This whole thing in Syria started with the best of intentions as a revolution before it regressed into a civil war. The only thing I can think of that would compare similarly in world history would be the French Revolution but only much worse.
    Why didn’t Assad just step down like the leaders did in Tunisia and Yemen, etc.?
    I predicted long ago over and over again on these message boards that Assad is the kind of a thug that will do anything to stay in power; even if it means bringing mass misery to both his people and his military.
    It should be so plain and simple, Assad must go! And that is just the minimum, before we can ever develop any kind of an effective strategy in ridding our world of this cancer known as ISIS.

  • James says:

    How low will you go, oh ‘House of Sod’?
    Haven’t you brought enough misery and anguish to your people and military?
    Now, you want to try to ‘share’ that misery with US?
    The Bible says, “Cursed is the ground for thy sake,” oh House of Sod.

  • Paul says:

    Increase the targeting inside Iraq only & Stop Islamic terrorist coming into Syria via Turkey.
    Many reports say Qatar is the current main $backer.

  • Tom says:

    What options do we have:
    1. Pick Assad/Iran/Hezbollah’s side admit they are far better than IS, kick Israel and KSA to the curb as useless which they are and fueling the extremism. Both are theocracies and not worth supporting anyway. Then declare war on IS and fight it to absolute victory and write it into the declaration of war. Post war, leave Iran in charge of the region and an equal partner, it refuses to be a vassal like Europe, against Russian encroachment.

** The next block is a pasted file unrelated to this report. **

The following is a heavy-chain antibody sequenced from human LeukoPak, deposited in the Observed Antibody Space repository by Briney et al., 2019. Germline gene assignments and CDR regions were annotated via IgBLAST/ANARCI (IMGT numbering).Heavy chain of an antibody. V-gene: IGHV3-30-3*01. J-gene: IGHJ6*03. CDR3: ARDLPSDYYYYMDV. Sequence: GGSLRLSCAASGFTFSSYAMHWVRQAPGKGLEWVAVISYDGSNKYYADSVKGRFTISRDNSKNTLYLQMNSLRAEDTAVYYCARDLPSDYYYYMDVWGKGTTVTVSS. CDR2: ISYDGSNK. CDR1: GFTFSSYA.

2. Let this mess sort itself out and accept oil shock as the price and get serious about fixing our infrastructure and abide the words of Washington to not get involved in foreign affairs outside of trade negotiations.
    There are no other options because:
    Turkey sees the PKK/YPG as worse than IS and wants them to kill each other and save them the trouble. Also Erdogan is not going to let the Army get popular again after spending years purging it of Kemalists so it stops couping the Government and killing people for their beliefs. Plus Kemalism f#$$ the Turkish Economy and caused the PKK rebellion.
    The Kurds spend just as much time fighting each other as their enemies. YPG fought a mini-civil war amongst themselves in 2013 over leadership posts. KDP Peshmerga are useless and ran without fighting from Sinjar. YPG and PKK are undisciplined idiots who can’t even get a functioning war economy together in Rojava to support its fighters unlike IS and failed to link their cantons together and are losing heavily on the battlefield against IS. PJAK is essentially destroyed and Iran wound up releasing PJAK fighters from jail to reinforce PUK. PUK has its game on, but took heavy losses since the IS June Offensive.
    KSA, its army would defect en mass to IS.
    Yemen, losing to AQAP and the Houthis.
    Jordan, its army has its hands full keeping order because the king is too corrupt and incompetent having presided over a disastrous economy that can’t provide jobs to Jordanians and burdened by a million refugees.
    Israel, can’t stomach the losses it suffered turkey shooting Gaza Civilians and lost twice to Hezbollah.
    Lebanon is our only other bet and it will be because Hezbollah drags them kicking and screaming.

  • Bill, I must take objection to your statement that Mr. Obama “needs to quickly develop a comprehensive strategy.”
    This is like saying that Mr. Obama should quickly develop a vaccine to the Ebola virus.